Google Now May Soon Offer Bill Pay Feature

Apr 25, 2014 android, bill pay, google, 0 Comments
Google Now Bill Pay


Google Now may soon let you pay some of your bills. The company knows that in order to get and keep new customers, they need to keep rolling out new services that people want. That’s the whole reason behind their new “Now” platform. They’re trying to turn it into a complete personal assistant.

Already Familiar with Google Now?

If you own an Android device, you may have seen the icon for it. On my Samsung tablet, the icon looks like a microphone. I can use it to search for information if I’m too lazy to type. Just tap the icon (when doing so, you’ll probably see a drawing of snowcapped mountains) and say “Ok, Google” followed by your search query. Honestly, you only need to say “Google,” but most of the commercials show people saying the whole thing, “Ok, Google, tell me about famous speeches.”

Google Now lets you check on traffic and weather. You can ask it for the scores to last night’s games. If you’re following a specific subject, you can have it update you every morning on new developments. You can also set it up to deliver alerts, such as meeting and flight notifications. Google Now can also be configured to give you relevant information about areas/neighborhoods you’re in. Hungry? Have the app tell you where the best Chinese food is near you. It’s great to help self-guided sightseers catch all the best sites.

How Information is Arranged in Google Now

In a previous article introducing Google Now, I mentioned that the information you configure it to present is done so on cards. You swipe through them pretty much like you swipe through your app and widgets screens on your device. Right now, what the app lets you do is set reminders for all your recurring bills, when they’re due and how much is due.

What Google is working on right now is adding information about minimum payments and adding links to paying those bills online. They’re also working on allowing you to search through your bills, finding out when your next bill is due and what the amount due is. They’re also working on integrating it with Google Wallet.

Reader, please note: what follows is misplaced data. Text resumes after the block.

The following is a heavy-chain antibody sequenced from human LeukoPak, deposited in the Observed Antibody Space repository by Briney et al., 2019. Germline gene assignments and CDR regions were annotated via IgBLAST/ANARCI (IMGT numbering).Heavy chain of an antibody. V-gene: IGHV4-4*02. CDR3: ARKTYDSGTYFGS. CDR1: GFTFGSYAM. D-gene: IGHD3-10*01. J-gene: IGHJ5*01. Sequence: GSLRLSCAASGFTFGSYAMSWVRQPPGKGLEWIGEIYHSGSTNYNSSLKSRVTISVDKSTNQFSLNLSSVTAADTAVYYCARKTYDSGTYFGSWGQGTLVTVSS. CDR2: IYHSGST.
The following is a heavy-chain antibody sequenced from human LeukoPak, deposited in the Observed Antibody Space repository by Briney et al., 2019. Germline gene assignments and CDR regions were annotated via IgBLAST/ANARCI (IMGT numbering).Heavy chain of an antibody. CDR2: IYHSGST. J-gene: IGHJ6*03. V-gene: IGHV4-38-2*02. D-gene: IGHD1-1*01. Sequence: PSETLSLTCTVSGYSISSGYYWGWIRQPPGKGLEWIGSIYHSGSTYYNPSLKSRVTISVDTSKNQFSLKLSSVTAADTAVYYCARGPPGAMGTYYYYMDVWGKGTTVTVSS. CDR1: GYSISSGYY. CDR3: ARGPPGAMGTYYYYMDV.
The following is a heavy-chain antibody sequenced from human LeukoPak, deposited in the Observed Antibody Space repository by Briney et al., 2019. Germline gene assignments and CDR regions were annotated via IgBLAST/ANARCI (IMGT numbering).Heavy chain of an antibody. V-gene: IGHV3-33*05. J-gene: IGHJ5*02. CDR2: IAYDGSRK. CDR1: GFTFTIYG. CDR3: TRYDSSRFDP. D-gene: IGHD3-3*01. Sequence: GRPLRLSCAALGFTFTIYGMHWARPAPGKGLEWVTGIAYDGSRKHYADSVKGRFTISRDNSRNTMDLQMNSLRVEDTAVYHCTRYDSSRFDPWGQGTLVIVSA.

What Is Google Wallet?

Google Wallet is a little like Paypal in that it allows you to pay for products and services online without directly exposing your financial information to the websites you’re buying at. It has evolved into an app that you can use to pay for in-app upgrades of other apps, YouTube and Drive purchases, and also to send money to people, as well as paying your bills. Simply give the Wallet app the info regarding your bills and how you wish to pay them, and you will receive timely reminders when the bills are due. Tying it all together, once everything is in place (maybe later this year), you’ll be able to say “OK Google, pay my Comcast bill.”

There’s Always a Catch, Isn’t There?

Bill Pay with Google Now sounds like an excellent plan. Convenience and ease of use ready to go. Sure, you could set up recurring bill pay, but what happens when the money isn’t there? That’s what makes this a pretty cool idea. However, like most other pretty good ideas, there’s a catch.

That catch is security. Unlike Paypal, you’re paying with your actual credit or debit cards and bank accounts. Of course, this isn’t always true if you have people sending money to your Google Wallet account, you’ll be paying out of that. But the Android system is notoriously unsafe in its data handling practices.

There’s also the fact that most of your payments will be made through websites that make use of OpenSSL and have the Heartbeat option set. This configuration makes them ripe for the Heartbleed server vulnerability. Heartbleed lets hackers impersonate legitimate websites, leading to a myriad of possible problems.

In all honesty, I think that Bill Pay with Google Now is something we’re ready for. You just have to take certain precautions to protect yourself from fraud. I laid most of these steps out in the linked article.


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Mike is a certified low voltage installer with over 10 years of professional experience in the field, much of it working for Cable TV companies. He also has over a decade of experience in the computer field as a network engineer and support specialist. Mike's hobbies include installing high-end audio and video systems.

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